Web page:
“I suppose you’re right.”

For some time, we sat quietly under the scorching sun as people walked past. And I tried to imagine the lives of some of them, especially the ones who walked in pairs; I wondered if they were happy, or just doing what they were told, or what they saw every other person doing. I wondered if they had even sat down to think if they were doing what they actually wanted. To be honest, I didn’t even last 5 minutes. I got bored pretty quickly.

“So, what are you going to do now?”

“What can anyone do?” he said. “Death keeps taking everything I’ve ever loved, leaving me with only beautiful memories that inevitably turn to nightmares, haunting me with every breath I take. I suppose that’s the order of things anyway. Always coming from nothing and devolving back into that same nothing.”

“Nothing? You don’t think we go to heaven? Or at least somewhere after we die.”

“Well,” replied the old man, “I haven’t died before, so how would I know? Besides, out of all the people who’ve ever written about an afterlife, I don’t think any of them actually died, went there and came back. So why would I believe them?”

“But you said we will go to nothing. How did you come up with that?”

“Well, where were you before you came into this world?”

“I don’t know,” I replied, “but I like to think I was a part of the air, just waiting to become physical.”

“Fair enough. But all that just means, you were nowhere and therefore nothing. It’s only logical that that’s where you’ll return once you’re gone.”

“Wow,” I said, “that’s kind of sad.”

“Well, that’s just what I think, doesn’t mean it’s true. No one knows.”

“What about God?”

“What about Him?”

“He probably knows.”

“Okay,” replied the old man, with as much indifference as a blank page.

“You don’t believe in Him?”

“I’ve never seen Him before.”

“Isn’t that the whole point of faith?”

“Well,” said the old man, “it always baffles me when I read the so-called academics and artists who make a case for God, whatever kind of God it happens to be. Why are we always the ones who have to make the case for Him? If there is one, then he should come make the case for Himself. Or is He too busy doing God knows what?”

Like my mouth had become an involuntary procedure my brain carried out with no conscious consent, I blurted: “I like you.”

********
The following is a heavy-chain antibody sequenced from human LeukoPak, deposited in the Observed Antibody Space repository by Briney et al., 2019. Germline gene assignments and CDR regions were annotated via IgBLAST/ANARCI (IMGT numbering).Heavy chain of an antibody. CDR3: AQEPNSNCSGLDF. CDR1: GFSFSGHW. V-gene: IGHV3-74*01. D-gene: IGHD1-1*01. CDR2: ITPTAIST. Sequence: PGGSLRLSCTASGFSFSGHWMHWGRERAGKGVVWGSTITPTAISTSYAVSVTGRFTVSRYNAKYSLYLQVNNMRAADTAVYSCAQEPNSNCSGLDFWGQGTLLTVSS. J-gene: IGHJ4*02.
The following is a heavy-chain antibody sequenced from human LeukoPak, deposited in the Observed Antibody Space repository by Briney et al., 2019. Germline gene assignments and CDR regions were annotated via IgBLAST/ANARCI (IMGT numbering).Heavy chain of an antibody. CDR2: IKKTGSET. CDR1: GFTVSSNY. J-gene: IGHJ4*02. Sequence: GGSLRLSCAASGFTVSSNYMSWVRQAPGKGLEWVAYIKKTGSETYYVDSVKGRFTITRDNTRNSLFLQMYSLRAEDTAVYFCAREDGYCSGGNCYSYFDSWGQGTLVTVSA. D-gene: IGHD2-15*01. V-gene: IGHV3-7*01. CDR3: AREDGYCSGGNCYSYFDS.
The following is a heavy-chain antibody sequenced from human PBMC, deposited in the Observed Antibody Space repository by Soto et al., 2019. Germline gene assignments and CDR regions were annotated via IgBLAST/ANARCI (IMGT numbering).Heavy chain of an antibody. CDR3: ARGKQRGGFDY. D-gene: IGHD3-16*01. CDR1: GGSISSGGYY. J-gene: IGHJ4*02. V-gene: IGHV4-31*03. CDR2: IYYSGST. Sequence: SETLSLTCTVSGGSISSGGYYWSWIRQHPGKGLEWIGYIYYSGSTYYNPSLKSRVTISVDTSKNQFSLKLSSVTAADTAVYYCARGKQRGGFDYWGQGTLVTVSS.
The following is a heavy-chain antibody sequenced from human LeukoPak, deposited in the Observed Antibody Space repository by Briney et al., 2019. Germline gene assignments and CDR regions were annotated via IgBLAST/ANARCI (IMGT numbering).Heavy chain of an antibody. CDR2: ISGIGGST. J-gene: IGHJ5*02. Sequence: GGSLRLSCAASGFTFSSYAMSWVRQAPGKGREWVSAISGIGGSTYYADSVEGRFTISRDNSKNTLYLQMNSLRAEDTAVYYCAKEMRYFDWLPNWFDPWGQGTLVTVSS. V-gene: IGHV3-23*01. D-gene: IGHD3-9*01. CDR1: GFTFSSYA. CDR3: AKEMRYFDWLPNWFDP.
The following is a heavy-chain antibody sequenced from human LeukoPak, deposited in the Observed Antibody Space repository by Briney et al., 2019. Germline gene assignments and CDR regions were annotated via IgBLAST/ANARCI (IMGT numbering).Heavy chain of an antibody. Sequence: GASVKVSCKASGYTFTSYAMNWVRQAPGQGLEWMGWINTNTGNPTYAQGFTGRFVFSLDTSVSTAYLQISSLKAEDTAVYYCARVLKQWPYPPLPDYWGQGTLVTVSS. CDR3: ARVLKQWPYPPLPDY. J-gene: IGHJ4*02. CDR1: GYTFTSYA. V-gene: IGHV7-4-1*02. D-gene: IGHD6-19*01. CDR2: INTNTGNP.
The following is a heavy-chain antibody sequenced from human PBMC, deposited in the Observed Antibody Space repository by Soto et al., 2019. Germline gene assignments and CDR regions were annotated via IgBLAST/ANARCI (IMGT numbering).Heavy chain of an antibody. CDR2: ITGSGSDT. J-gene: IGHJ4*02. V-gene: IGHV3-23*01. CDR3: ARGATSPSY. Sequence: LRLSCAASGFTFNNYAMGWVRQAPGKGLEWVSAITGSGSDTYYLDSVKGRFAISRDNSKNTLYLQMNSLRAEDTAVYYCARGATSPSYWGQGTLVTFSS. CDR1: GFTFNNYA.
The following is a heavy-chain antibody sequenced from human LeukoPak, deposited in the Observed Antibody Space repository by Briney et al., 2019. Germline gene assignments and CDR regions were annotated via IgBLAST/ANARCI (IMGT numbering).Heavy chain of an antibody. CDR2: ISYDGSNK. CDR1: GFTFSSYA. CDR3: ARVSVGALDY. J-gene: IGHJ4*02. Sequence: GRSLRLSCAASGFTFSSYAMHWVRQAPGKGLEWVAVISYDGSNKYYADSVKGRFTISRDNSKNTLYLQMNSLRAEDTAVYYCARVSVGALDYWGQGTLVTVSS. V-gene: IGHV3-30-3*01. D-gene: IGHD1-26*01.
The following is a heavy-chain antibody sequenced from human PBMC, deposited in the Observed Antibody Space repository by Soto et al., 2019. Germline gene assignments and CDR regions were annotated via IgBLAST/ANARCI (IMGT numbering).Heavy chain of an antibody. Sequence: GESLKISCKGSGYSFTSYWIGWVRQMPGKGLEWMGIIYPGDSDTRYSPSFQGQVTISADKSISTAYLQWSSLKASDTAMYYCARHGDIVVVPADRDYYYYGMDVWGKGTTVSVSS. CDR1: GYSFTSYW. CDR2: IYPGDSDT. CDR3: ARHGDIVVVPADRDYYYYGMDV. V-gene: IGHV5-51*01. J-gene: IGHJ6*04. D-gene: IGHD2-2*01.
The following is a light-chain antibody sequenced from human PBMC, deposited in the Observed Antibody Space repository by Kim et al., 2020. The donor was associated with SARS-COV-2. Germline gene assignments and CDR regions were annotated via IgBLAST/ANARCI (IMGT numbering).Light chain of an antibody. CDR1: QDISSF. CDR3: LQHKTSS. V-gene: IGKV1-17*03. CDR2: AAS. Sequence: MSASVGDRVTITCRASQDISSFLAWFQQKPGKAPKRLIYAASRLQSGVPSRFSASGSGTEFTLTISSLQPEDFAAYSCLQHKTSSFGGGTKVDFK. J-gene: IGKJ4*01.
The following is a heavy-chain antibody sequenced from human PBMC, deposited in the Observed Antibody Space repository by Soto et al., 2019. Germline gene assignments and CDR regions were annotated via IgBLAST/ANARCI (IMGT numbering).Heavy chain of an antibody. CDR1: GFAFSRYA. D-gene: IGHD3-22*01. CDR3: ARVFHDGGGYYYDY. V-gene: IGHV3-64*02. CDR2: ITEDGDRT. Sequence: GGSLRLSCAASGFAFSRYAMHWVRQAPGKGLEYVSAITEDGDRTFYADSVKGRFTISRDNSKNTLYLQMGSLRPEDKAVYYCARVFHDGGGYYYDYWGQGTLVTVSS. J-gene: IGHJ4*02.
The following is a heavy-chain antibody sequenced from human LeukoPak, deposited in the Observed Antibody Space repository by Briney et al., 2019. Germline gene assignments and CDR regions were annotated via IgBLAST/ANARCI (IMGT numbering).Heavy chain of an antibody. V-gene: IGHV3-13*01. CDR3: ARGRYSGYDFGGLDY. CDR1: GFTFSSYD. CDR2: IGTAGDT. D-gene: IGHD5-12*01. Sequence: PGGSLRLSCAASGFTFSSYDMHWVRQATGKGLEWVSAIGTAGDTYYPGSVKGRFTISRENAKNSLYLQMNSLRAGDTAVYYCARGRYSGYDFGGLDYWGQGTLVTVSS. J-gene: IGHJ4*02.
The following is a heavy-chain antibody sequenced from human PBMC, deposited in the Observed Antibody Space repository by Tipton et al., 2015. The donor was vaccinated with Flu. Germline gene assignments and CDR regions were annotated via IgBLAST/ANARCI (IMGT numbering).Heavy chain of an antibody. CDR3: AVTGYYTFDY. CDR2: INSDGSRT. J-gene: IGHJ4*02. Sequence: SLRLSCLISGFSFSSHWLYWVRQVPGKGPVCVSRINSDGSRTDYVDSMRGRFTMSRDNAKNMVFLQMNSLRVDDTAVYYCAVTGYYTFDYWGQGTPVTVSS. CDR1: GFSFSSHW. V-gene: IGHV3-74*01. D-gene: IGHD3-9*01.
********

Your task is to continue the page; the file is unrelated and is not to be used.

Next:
The old man looked at me weirdly. “How old are you, anyways?”

“Twenty-one,” I said, like I was trying to avoid execution or something. Then catching myself I added: “Also, I didn’t mean it like that. I just meant you’re different, very different but really… refreshing.”

“Okay,” he replied, still with that weird look.

“So, where do you live?” I asked after a while. Maybe this was involuntary, or not.

He was hesitant, but he mentioned a fancy estate very close to my aunt’s house.

“So, you’re rich?”

“Something like that.”

“How? If you don’t mind me asking.”

“Well, I used to own a company, but then I sold it for a lot more money than I could ever spend. Now I spend all my time gardening, cooking, reading through my enormous library and taking long walks with…” His face immediately turned into a crumpled old newspaper. 

Again, my mouth turning into an involuntary process, or not, I said:

“I could visit you.”

“Why would you?” His face had now gone from a crumpled newspaper to a weird old man smelling a rotten fish.

I smiled, trying to make it not at all awkward. “Just because. Besides, you have a library filled with books, and I’ve recently developed a love for reading; so, I’d like to browse through them, if you’d let me.”

“Okay,” said the old man. It sounded unsure, but he smiled back anyways.

Later, as my aunt pummeled me for coming home almost two hours late, I thought of the old man – his words and his beautifully sad face.

“I have to see him again,” I murmured as tears flowed down my cheeks.


Image: Albert Ignass Pixabay remixed

Daniel Joe
Daniel Joe
A fellow at the 2023 SprinNG literary fellowship, Daniel Joe is a writer based in Lagos, Nigeria. As well as a Poetry platform on YouTube and Spotify, his writings and pieces can be found in a number of literary magazines, including Brittle Paper, The Rising phoenix review, Afritondo and The Kalahari review.